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For Release: June 29, 2004
Reports of Violence Down in New Jersey Schools
More than two thirds of the schools in New Jersey reported five or fewer incidents of violence, vandalism or substance abuse in 2002-2003, and more than one third of the schools reported no incidents at all, according to the annual report on school violence released today by the state Department of Education.
The report provides detailed data on a wide range of incidents, ranging from fighting, trespassing, theft and fireworks possession, to major behavioral problems such as assault, extortion and the possession of weapons and drugs at New Jerseys approximately 2,450 public and charter schools.
DOE is required to collect the information from schools through the Electronic Violence and Vandalism Reporting System (EVVRS) and present the report to the Education Committees of the Legislature.
The report also describes the many programs and initiatives that the DOE, the Attorney Generals Office, other state agencies, education organizations and the districts and schools themselves have undertaken or plan to undertake to promote character education and foster safety within the schools.
"This report shows that the overwhelming majority of our schools are safe places where teachers can teach and children can learn," said Commissioner of Education Dr. William L. Librera.
Overall, the number of instances of violence declined by five percent and the number of incidents involving substance abuse decreased by one percent, while incidents reported under the vandalism category increased by one percent. The number of incidents involving weapons increased by nine percent (from 1,396 to 1,525), accounted for principally by increases in the number of incidents involving the possession of knives, air guns and imitation guns.
"New Jersey has aggressively pursued a variety of policy and program strategies to address the problem of disruption and violence in the schools since the beginning of the Safe Schools Initiative in 1994," said Commissioner Librera. "We work with the school districts to foster safety at all points of the continuum from prevention through crisis response to recovery."
Recent initiatives have included new laws prohibiting harassment, intimidation and bullying in schools, requiring annual public hearings on school violence, requiring the annual public observance of School Violence Awareness Week and imposing penalties for the falsification of violence; a new DOE web site, "Keeping Our Kids Safe," which encourages districts to find diverse ways to create a safe environment for students at all times and consolidates in one place a wide variety of resources to help districts address violence; and amendments to the administrative code adopted by the State Board of Education that address school safety issues.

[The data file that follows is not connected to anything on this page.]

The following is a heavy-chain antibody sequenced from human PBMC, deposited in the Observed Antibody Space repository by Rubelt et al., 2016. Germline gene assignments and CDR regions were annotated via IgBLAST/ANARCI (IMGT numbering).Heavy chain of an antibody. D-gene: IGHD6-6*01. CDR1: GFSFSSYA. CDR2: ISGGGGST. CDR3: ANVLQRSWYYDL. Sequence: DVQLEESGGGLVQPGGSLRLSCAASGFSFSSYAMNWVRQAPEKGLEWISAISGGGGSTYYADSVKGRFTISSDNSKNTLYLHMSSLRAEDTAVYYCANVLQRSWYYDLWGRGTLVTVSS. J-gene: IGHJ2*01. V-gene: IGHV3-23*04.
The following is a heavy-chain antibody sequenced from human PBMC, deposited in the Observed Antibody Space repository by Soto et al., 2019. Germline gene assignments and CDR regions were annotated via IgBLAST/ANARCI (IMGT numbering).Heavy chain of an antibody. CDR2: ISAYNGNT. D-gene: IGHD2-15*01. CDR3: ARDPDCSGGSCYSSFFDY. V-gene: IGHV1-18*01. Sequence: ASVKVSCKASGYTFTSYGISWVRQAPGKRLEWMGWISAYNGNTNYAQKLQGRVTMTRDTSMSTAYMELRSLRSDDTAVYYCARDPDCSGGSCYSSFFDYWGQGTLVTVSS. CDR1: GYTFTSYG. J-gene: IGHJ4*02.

In addition, New Jersey has established new Core Curriculum Content Standards, focusing on bullying and violence prevention strategies, with a clear emphasis on character education; established the New Jersey Character Education Commission; opened the New Jersey Center for Character Education at Rutgers University; and continued the Intervention and Referral Services initiative, which provides technical support for the establishment of multi-disciplinary problem-solving teams in individual schools.
"We are also recognizing the benefits from numerous grant programs, conferences, seminars, publications and partnerships with institutions of higher education, including the Positive Student Discipline Reform Demonstration Project with UMDNJ," said Commissioner Librera.
The federal No Child Left Behind act (NCLB) required DOE to adopt policies regarding the transfer of disciplinary records along with an Unsafe School Choice Option (USCO) policy. Under USCO, all schools receiving NCLB funds must provide a within-district school choice option to victims of violent criminal offenses. DOE is also required to annually identify schools which meet the policy definition of "persistently dangerous"; parents of the children attending those schools must be offered a within-district school choice option, too.
The EVVRS data is used to determine which schools are in that category under the USCO policy. This year, ten schools (less than one-half of one percent of the schools in the state) met the criteria.
Five schools Atlantic City High School, Camden High School, East Camden Middle School, Bonsall Elementary School in Camden and Patrick F. Healy Middle School in East Orange made the list for a second year in a row.
Two schools identified last year, Herma Simmons Elementary School in Clayton and Lakeside Middle School in Millville, saw the number of instances decrease below the criteria established in the USCO policy and were dropped from the list.
Five schools met the definition for the first time. They are: South Camden Alternative School in Camden, Lincoln High School in Jersey City, Samuel L. Berliner School in Newark, Grace A. Dunn Middle School in Trenton and DIppolito Intermediate School in Vineland. Two of these schools, South Camden and Berliner, have very small student bodies composed primarily of students with disabilities.
Under NCLB, the parents of all the students in the ten schools meeting the criteria must be informed of the designation within 15 days and offered the option to transfer their children to another school within the district.
In addition, officials in each school district must develop and submit to DOE a corrective action plan for its school or schools meeting the criteria, describing methods to be used to reduce the number of instances of violence. The DOE will provide guidance and support to the districts for the implementation of these plans.